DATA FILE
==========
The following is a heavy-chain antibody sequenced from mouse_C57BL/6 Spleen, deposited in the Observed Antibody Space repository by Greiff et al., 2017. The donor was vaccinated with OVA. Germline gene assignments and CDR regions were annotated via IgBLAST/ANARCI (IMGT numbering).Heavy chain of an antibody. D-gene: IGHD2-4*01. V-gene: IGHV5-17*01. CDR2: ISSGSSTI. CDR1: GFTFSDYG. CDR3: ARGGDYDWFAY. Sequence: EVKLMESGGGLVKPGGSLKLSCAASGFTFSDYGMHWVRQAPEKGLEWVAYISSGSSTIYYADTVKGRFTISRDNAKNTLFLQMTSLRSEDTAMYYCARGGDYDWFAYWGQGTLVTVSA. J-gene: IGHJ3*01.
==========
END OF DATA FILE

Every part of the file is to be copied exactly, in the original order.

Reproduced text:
The following is a heavy-chain antibody sequenced from mouse_C57BL/6 Spleen, deposited in the Observed Antibody Space repository by Greiff et al., 2017. The donor was vaccinated with OVA. Germline gene assignments and CDR regions were annotated via IgBLAST/ANARCI (IMGT numbering).Heavy chain of an antibody. D-gene: IGHD2-4*01. V-gene: IGHV5-17*01. CDR2: ISSGSSTI. CDR1: GFTFSDYG. CDR3: ARGGDYDWFAY. Sequence: EVKLMESGGGLVKPGGSLKLSCAASGFTFSDYGMHWVRQAPEKGLEWVAYISSGSSTIYYADTVKGRFTISRDNAKNTLFLQMTSLRSEDTAMYYCARGGDYDWFAYWGQGTLVTVSA. J-gene: IGHJ3*01.